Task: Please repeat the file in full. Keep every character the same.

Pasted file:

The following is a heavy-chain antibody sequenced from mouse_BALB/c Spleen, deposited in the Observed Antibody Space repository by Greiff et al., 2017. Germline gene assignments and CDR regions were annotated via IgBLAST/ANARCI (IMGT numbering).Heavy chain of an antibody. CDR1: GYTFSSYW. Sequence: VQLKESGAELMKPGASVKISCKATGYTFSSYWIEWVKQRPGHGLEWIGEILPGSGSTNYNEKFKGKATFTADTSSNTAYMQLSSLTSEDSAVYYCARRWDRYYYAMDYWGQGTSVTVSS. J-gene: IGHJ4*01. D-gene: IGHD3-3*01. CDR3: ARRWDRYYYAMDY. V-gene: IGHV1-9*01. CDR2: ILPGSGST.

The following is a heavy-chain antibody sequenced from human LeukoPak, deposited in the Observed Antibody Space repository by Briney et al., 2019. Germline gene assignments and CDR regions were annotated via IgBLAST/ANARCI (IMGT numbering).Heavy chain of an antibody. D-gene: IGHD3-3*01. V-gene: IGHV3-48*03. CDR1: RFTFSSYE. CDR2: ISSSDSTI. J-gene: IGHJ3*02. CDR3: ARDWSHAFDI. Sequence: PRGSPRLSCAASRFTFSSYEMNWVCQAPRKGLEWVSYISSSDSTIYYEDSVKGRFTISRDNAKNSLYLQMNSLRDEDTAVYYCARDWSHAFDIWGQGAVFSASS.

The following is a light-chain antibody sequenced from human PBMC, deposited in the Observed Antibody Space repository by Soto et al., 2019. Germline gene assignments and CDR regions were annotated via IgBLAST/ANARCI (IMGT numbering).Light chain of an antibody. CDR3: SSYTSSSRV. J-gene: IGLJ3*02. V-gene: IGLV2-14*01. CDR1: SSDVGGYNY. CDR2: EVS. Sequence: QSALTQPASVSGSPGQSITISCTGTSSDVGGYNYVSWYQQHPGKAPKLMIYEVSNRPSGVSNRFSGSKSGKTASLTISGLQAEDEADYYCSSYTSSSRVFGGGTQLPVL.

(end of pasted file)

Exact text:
The following is a heavy-chain antibody sequenced from mouse_BALB/c Spleen, deposited in the Observed Antibody Space repository by Greiff et al., 2017. Germline gene assignments and CDR regions were annotated via IgBLAST/ANARCI (IMGT numbering).Heavy chain of an antibody. CDR1: GYTFSSYW. Sequence: VQLKESGAELMKPGASVKISCKATGYTFSSYWIEWVKQRPGHGLEWIGEILPGSGSTNYNEKFKGKATFTADTSSNTAYMQLSSLTSEDSAVYYCARRWDRYYYAMDYWGQGTSVTVSS. J-gene: IGHJ4*01. D-gene: IGHD3-3*01. CDR3: ARRWDRYYYAMDY. V-gene: IGHV1-9*01. CDR2: ILPGSGST.

The following is a heavy-chain antibody sequenced from human LeukoPak, deposited in the Observed Antibody Space repository by Briney et al., 2019. Germline gene assignments and CDR regions were annotated via IgBLAST/ANARCI (IMGT numbering).Heavy chain of an antibody. D-gene: IGHD3-3*01. V-gene: IGHV3-48*03. CDR1: RFTFSSYE. CDR2: ISSSDSTI. J-gene: IGHJ3*02. CDR3: ARDWSHAFDI. Sequence: PRGSPRLSCAASRFTFSSYEMNWVCQAPRKGLEWVSYISSSDSTIYYEDSVKGRFTISRDNAKNSLYLQMNSLRDEDTAVYYCARDWSHAFDIWGQGAVFSASS.

The following is a light-chain antibody sequenced from human PBMC, deposited in the Observed Antibody Space repository by Soto et al., 2019. Germline gene assignments and CDR regions were annotated via IgBLAST/ANARCI (IMGT numbering).Light chain of an antibody. CDR3: SSYTSSSRV. J-gene: IGLJ3*02. V-gene: IGLV2-14*01. CDR1: SSDVGGYNY. CDR2: EVS. Sequence: QSALTQPASVSGSPGQSITISCTGTSSDVGGYNYVSWYQQHPGKAPKLMIYEVSNRPSGVSNRFSGSKSGKTASLTISGLQAEDEADYYCSSYTSSSRVFGGGTQLPVL.